Responding to inquiries from KingdomExclusion.com regarding a new website promoting the work of the late A. Edwin Wilson, radio preacher Arlen Banks asserted that Wilson “is not a racist.” The website, http://aewilson.org, features Wilson’s writings and provides links to Wilson’s audio sermons.

Wilson, who died in 1987, taught that blacks will be cursed until the millennial reign of Christ.

Banks said he created the website to counter one created by KingdomExclusion.com (http://aedwinwilson.com). “As for the web site that I created, Wilson supports himself with his own writings and audio, I add nothing. You only show your disturbed view of a portion of Wilson’s Writings on your site. The site in question aewilson.org gives the reader both sides of the spectrum.”

An Internet search of “aewilson.org” yields no results concerning Wilson’s teachings on race.

In December last year, KingdomExclusion.com reported that in the 1950s through the 1980s, Wilson opposed integration as a work of Satan. The website also reported that Wilson taught that blacks are cursed, and that blacks have special proclivities toward sexual sins. Wilson also asserted that blacks should occupy “a position of national and personal servitude” until the millennial kingdom.[1. http://kingdomexclusion.com/?p=819.]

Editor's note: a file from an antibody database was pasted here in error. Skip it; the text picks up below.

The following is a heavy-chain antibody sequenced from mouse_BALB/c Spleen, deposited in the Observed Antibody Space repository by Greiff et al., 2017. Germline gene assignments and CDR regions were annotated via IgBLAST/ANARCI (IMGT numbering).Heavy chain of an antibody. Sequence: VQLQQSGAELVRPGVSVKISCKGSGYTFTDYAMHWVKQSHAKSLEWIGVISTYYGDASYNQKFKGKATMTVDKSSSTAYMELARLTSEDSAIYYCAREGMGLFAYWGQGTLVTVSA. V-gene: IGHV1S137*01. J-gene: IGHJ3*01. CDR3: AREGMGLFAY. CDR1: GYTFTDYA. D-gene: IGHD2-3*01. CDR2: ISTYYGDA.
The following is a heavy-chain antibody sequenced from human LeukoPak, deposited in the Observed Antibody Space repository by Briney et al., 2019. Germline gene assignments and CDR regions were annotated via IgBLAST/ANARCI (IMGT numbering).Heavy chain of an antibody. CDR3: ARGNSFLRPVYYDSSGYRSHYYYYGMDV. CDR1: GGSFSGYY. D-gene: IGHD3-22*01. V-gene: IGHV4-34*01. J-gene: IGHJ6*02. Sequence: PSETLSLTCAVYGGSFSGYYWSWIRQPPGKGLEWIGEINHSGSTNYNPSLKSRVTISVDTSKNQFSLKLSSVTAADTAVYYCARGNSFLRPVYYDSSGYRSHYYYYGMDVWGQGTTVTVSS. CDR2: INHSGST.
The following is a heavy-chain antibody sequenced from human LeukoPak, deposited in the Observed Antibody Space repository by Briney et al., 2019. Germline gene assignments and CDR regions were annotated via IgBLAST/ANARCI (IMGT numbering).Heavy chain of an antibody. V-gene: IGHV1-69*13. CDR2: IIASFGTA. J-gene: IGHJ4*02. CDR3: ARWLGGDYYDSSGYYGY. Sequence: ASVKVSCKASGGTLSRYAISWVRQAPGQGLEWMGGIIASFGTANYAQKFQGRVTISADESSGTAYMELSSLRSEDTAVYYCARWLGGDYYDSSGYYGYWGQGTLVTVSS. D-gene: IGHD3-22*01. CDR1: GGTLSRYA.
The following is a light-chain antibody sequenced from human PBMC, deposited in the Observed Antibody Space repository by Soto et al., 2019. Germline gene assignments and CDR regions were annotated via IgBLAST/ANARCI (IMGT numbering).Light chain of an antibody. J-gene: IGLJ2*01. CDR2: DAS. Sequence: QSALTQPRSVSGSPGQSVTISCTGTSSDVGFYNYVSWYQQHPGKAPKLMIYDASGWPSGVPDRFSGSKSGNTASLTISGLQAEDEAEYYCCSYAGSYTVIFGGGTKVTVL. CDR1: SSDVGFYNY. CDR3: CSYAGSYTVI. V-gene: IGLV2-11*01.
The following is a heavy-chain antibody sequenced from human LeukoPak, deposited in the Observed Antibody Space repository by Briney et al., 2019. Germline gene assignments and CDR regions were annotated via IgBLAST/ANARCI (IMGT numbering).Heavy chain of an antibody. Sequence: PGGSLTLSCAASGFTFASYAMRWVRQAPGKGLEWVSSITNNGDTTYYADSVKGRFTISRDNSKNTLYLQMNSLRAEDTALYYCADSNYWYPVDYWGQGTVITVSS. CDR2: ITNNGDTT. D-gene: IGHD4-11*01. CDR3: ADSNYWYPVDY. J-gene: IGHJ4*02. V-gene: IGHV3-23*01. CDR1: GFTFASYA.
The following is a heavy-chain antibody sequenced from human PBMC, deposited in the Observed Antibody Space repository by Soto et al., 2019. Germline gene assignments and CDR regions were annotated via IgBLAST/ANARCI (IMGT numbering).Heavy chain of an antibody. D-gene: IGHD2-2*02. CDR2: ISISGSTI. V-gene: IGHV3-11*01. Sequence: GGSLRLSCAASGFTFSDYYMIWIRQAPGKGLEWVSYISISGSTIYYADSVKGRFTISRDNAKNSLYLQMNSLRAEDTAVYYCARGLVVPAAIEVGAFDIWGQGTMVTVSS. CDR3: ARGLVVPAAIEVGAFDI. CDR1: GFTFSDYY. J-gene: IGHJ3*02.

Answering e-mail inquiries, Banks stated that “A. Edwin Wilson is not a racist. Arlen Chitwood, is not a racist. Royce Powell, is not a racist. I, Arlen Banks, am not a racist.”

However, KingdomExclusion.com has identified several racist teachings from some of these prominent figures in the “Word of the Kingdom” movement:

  • Wilson was an avowed segregationist[2. http://kingdomexclusion.com/?p=262]
  • Powell, Wilson’s successor at Daytona Heights Baptist Church in Chattanooga, Tennessee, taught that certain races shouldn’t intermingle[3. See Powell’s sermon posted here: http://www.calvarybiblechurchtn.org/rpowell.htm (under “The Three Sons of Noah”).]
  • Chitwood edited and promoted Wilson’s teachings on blacks, endorsing Wilson as a Bible teacher “pre-eminently qualified” to speak on such subjects; and, he wrote independently that blacks are indeed cursed[4. http://kingdomexclusion.com/?p=1223]

Banks seems more concerned to defend the “Word of the Kingdom,” which Wilson and Chitwood originated, than to answer questions regarding the racial views of these teachers. Banks regards all of these men as “God’s Preachers.”

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John Chitwood declares Wilson’s book not “racist”